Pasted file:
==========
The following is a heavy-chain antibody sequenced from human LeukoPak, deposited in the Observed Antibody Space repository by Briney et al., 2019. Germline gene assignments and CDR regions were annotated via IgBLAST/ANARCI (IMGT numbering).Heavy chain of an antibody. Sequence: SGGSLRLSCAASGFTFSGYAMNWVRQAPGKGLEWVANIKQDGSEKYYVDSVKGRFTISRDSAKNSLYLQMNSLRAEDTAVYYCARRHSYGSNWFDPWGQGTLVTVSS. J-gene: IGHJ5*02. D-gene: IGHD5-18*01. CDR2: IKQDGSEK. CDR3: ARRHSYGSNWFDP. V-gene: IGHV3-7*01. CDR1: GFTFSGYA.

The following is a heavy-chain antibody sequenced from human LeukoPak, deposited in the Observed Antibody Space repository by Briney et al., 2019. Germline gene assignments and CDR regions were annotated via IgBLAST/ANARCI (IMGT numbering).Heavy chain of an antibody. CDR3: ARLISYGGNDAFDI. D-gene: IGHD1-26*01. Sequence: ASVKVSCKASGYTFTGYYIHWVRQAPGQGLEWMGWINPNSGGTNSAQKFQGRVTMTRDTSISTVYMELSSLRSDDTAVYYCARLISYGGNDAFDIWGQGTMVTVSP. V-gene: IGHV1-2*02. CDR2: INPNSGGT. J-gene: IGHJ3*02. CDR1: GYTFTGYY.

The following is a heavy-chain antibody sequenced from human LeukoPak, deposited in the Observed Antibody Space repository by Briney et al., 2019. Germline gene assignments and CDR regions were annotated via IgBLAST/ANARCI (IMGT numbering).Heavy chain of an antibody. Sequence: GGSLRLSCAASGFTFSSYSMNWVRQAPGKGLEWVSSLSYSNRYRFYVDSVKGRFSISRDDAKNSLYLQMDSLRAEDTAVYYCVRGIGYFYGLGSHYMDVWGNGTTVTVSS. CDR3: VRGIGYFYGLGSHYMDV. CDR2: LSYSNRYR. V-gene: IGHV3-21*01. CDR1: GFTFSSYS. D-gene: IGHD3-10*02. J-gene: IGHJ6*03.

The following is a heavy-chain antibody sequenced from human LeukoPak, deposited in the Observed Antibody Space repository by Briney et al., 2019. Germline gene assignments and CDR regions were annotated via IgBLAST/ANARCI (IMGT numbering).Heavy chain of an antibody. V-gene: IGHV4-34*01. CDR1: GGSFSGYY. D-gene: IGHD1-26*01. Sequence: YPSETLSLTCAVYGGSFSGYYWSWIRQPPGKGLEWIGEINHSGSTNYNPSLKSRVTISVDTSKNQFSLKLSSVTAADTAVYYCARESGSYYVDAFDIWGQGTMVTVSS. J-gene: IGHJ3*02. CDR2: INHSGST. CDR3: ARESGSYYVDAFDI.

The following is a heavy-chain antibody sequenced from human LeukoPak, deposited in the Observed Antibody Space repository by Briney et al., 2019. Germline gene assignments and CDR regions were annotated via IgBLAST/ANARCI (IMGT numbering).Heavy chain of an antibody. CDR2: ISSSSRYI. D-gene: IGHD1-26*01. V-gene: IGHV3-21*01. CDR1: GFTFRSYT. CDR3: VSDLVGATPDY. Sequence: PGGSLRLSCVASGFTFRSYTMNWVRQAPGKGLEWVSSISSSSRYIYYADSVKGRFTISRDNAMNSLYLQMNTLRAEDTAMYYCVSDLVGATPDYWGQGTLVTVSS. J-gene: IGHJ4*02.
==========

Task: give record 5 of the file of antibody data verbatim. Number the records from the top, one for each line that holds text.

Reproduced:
The following is a heavy-chain antibody sequenced from human LeukoPak, deposited in the Observed Antibody Space repository by Briney et al., 2019. Germline gene assignments and CDR regions were annotated via IgBLAST/ANARCI (IMGT numbering).Heavy chain of an antibody. CDR2: ISSSSRYI. D-gene: IGHD1-26*01. V-gene: IGHV3-21*01. CDR1: GFTFRSYT. CDR3: VSDLVGATPDY. Sequence: PGGSLRLSCVASGFTFRSYTMNWVRQAPGKGLEWVSSISSSSRYIYYADSVKGRFTISRDNAMNSLYLQMNTLRAEDTAMYYCVSDLVGATPDYWGQGTLVTVSS. J-gene: IGHJ4*02.